In an earlier stint at a telecom start-up, I recall an interesting exchange between the marketing and engineering teams.
The marketing head walked up to the engineering head and declared, “Your product is clearly lacking when compared to competition. It has fewer features and is not disruptive enough.”
The engineer snapped, “You clearly don’t know how to pitch it right. And you might want to cut out the jargon.”
Many of us have been on one side or the other at some point. Marketing pushes for newer, more advanced features, while engineering has a different product roadmap in mind. We can’t contest the fact that for an organization to succeed, the marketing and engineering teams need to coexist.
So how can the yin and yang co-exist? Here are three things that can make for a more positive and harmonious relationship. And yes, these would work well in any team set-up.
Junk the jargon
Let us give a break to the “disruptive”, “game-changer”, or “revolutionary” product. Nothing works like plain speak, and more so when there are two sets of people coming from entirely different contexts. Those catch phrases may sound good in a brochure (that’s for another blog post soon) or might make you sound like a technology expert, but they make for a very painful work interaction. You end up miscommunicating, the real insights get lost and the larger picture gets buried somewhere in the jargon.
That should be easy
“Can you just make this small tweak to the code so that the marketing team can use this to run that customer campaign today?”
Every engineer will tell you how difficult it is to make that one small tweak on the go. Sure, it is just about adding that one extra column or making the interface a ‘livelier’ color, but it takes time. And sometimes it means the whole interface has to be redesigned.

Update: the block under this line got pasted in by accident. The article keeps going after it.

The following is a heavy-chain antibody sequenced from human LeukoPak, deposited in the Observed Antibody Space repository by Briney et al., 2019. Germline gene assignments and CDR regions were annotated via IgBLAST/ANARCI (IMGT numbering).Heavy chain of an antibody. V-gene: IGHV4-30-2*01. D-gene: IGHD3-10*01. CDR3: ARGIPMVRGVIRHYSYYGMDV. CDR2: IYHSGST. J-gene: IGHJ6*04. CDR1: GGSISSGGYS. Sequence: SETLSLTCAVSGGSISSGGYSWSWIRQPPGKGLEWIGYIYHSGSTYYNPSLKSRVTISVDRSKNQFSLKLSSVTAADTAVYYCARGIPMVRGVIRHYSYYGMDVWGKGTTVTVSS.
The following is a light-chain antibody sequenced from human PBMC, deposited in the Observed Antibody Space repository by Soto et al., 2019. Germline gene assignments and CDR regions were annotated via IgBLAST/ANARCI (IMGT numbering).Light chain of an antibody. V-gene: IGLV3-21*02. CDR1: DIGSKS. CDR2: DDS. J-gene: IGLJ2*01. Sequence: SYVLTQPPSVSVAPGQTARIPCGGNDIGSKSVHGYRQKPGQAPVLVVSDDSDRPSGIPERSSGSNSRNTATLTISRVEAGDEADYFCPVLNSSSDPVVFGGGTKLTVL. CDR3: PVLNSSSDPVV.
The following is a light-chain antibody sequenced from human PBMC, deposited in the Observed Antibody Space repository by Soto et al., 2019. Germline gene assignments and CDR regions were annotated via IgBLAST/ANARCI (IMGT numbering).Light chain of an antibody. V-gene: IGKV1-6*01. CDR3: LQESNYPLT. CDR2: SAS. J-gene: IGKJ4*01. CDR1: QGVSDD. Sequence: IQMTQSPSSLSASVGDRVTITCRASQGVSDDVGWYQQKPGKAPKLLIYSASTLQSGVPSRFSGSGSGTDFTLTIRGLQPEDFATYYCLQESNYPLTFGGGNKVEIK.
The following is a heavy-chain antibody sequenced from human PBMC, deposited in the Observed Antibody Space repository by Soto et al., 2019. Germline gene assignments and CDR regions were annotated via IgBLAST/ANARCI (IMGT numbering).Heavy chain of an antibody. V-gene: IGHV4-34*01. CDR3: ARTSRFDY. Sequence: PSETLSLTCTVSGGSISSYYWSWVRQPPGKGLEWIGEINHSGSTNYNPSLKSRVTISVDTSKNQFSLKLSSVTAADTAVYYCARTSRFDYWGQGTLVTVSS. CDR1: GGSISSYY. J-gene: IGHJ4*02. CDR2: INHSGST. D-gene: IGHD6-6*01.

When asking for any engineering and product change it is best for the marketing team to assume that it is not easy and will take time. And yes, marketing brochures and product documents are more than pretty boxes. There is a lot of thought which goes into getting that one page which will make a compelling case for your product or offering. So assuming these can be churned in two days flat is not a reasonable assumption either.
Both sides win
Any good product or offering has to work well and solve a real world problem. It also has to be marketed well so that it can reach your target customer. When marketing teams decide to make engineering work on impractical ideas assuming the next blockbuster is round the corner, we are set for disaster. Similarly if engineering decides that just adding more and more complex features, which a customer might not even need, but is technically challenging, we have a problem in hand.
The decision making in any organization has to be democratic and driven by both teams. It’s not in the organisation’s best interest if just one team pushes the agenda. Let engineering and marketing do what they are best at doing, and finally play an equal role in the success of the product.